Pregnant molly?

Genessee

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So when i got my 2 black mollies they were both pregnant. My single male molly died before they gave birth. Sadly none of the babies made it, and one of my mollies looks pregnant again. Is it possible for them to hold sperm while pregnant, or is it more likely one of my male guppies got her pregnant?
 

Colin_T

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guppies and mollies don't hybridise.

common female livebearers can carry up to 6 sperm packets and use them when they want. your female is gravid (pregnant) to a male molly that she bred with some time in the past.
 

TMAllen

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guppies and mollies don't hybridise.

common female livebearers can carry up to 6 sperm packets and use them when they want. your female is gravid (pregnant) to a male molly that she bred with some time in the past.
I read something not long ago that indicated that the two, guppies and mollies do interbread but that the offspring are sterile. The citation is here: "Freshwater Aquariums," Thraves, Hiscock, Sandford, Interpet Publishing, 2007. I've also heard, anecdotally, that the same happens with platys. If you think about it, and, please understand that I'm not an evolutionary zoologist, these livebearers are older than their egg laying cousins. Livebearers date back to the Coelicanth. If the physiological structure works and the species involved are all on the same evolutionary branch, well, it's not impossible. I am a bit of a skeptic and even if I read it in something peer reviewed, I still retain judgment. But, somewhere, if there was any merit to what was written in this book, there is a sterile molly/guppy out there. I don't have the exact pages now, but it seems to me that the guppy or molly needed to not have any options for their own - that is, this took place, most likely, in a lab somewhere where the females were separated from the males of their particular types but 'survival of the specie' was so strong, that it created a sterile offspring.
 

emeraldking

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Most (so, not all) ovoviviparous livebearer females are able to store sperm packets in the folds of their fallopian tube for over year even. Mollies and guppies belong to this group.
Can mollies crossbreed with guppies? Yes, they can. But if both genders of both species are in one tank, the females prefer males of their own kind as a mating partner despite of the long chasing behavior of the males of the other species. Would you keep only the opposite sex of of both species in one tank, it's more likely that a female gives in to let a male of the other species mate with her. Hybrids between these two species "can" be less fertile till even sterile.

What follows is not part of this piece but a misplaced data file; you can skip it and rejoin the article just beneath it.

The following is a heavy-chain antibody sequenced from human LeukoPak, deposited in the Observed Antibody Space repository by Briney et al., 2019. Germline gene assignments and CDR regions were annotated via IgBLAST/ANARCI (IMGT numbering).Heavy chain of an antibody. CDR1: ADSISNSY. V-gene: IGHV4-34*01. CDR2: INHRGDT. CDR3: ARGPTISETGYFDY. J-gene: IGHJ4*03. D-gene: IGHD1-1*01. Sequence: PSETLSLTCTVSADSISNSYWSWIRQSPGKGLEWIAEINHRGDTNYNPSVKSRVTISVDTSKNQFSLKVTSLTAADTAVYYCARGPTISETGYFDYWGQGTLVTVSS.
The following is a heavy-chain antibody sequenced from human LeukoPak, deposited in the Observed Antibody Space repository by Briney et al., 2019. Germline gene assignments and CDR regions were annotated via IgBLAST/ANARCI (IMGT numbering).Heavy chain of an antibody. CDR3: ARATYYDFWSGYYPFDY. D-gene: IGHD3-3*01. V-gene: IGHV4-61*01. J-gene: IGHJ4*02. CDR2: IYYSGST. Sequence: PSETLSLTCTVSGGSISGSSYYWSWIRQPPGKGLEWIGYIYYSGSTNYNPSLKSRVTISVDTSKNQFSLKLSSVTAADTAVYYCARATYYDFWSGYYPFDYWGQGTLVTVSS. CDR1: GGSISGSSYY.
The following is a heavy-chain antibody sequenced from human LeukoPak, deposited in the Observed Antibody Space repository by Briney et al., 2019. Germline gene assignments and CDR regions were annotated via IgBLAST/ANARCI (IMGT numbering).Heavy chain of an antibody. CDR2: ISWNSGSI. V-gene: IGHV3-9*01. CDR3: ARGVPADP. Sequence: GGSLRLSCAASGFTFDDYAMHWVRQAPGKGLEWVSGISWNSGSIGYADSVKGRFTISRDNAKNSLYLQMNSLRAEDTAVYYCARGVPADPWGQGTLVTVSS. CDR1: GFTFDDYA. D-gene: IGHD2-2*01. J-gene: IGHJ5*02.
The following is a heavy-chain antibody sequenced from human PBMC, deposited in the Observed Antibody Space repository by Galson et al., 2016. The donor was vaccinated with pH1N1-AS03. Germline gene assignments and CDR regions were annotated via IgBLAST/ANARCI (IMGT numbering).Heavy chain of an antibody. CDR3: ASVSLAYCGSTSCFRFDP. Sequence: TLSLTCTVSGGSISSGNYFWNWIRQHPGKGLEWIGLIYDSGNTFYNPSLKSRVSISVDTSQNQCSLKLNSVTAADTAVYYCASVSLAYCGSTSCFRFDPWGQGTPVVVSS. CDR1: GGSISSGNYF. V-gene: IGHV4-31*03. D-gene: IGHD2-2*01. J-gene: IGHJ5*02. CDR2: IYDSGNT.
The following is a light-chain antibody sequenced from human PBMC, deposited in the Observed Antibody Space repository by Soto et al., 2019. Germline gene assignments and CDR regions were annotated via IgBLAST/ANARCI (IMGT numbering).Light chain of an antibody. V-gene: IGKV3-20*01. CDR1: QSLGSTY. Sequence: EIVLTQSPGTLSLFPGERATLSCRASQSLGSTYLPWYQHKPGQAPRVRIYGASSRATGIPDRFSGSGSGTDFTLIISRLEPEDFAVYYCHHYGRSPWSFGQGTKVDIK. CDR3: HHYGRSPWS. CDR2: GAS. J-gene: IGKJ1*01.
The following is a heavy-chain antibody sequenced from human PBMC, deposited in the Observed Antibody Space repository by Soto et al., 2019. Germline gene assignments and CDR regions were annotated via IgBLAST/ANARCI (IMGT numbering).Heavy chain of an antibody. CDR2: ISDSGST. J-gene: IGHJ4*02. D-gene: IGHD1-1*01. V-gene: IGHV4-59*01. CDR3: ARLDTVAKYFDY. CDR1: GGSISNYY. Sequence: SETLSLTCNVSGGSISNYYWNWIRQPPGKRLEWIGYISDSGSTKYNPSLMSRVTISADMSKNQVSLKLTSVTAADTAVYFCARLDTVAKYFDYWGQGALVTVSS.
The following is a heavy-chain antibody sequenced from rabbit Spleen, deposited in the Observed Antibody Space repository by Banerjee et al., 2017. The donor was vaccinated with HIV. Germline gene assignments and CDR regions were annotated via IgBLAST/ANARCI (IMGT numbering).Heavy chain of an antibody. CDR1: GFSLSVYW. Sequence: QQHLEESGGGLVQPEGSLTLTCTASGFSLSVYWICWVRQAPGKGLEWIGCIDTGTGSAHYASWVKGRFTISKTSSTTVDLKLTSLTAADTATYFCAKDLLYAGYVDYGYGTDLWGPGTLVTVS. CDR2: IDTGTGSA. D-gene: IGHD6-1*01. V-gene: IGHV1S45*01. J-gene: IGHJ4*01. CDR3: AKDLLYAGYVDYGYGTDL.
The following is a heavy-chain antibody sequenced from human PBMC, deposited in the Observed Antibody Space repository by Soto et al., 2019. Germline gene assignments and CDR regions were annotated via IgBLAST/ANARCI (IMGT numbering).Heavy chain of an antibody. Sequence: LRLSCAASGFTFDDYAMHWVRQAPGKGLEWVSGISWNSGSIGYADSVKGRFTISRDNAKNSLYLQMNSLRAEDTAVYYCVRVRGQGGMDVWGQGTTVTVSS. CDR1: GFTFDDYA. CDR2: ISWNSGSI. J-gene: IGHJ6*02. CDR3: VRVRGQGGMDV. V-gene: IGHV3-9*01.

Even the phenotype of a cross between a molly and guppy differ. For that depends on the phenotypes of both species used. Mollies and guppies can mate because their sexual organs are compatible. So, it's not specifically that they share the same genus. The lower fertility and infertility has got more to do with how close or how far both species are related.
Here's a link: http://emeraldking-aquatics.com/livebearer6.
A good example that sharing the same genus isn't evidence of actual offspring, is shown in the comma swordtail (Xiphophorus signum). These won't crossbreed with othe swordtails or platies. Their reproduction system is different from the others. But yes, most related species where the sexual organs are compatible with another, can establish offspring (fertile, less fertile till sterile).
 

TMAllen

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Most (so, not all) ovoviviparous livebearer females are able to store sperm packets in the folds of their fallopian tube for over year even. Mollies and guppies belong to this group.
Can mollies crossbreed with guppies? Yes, they can. But if both genders of both species are in one tank, the females prefer males of their own kind as a mating partner despite of the long chasing behavior of the males of the other species. Would you keep only the opposite sex of of both species in one tank, it's more likely that a female gives in to let a male of the other species mate with her. Hybrids between these two species "can" be less fertile till even sterile.
Even the phenotype of a cross between a molly and guppy differ. For that depends on the phenotypes of both species used. Mollies and guppies can mate because their sexual organs are compatible. So, it's not specifically that they share the same genus. The lower fertility and infertility has got more to do with how close or how far both species are related.
Here's a link: http://emeraldking-aquatics.com/livebearer6.
A good example that sharing the same genus isn't evidence of actual offspring, is shown in the comma swordtail (Xiphophorus signum). These won't crossbreed with othe swordtails or platies. Their reproduction system is different from the others. But yes, most related species where the sexual organs are compatible with another, can establish offspring (fertile, less fertile till sterile).
I believe that this is what I was saying. The only way you can know with livebearers is to keep a fry alone until maturity. Right now, I have two female guppy fry, both nearing 3 months, the two brothers died two months ago, and one of the females looks pregnant. If the fish have no other options, the drive to keep the fish line going is so strong that they might cross-breed - actually they have - but their offspring are sterile.
 
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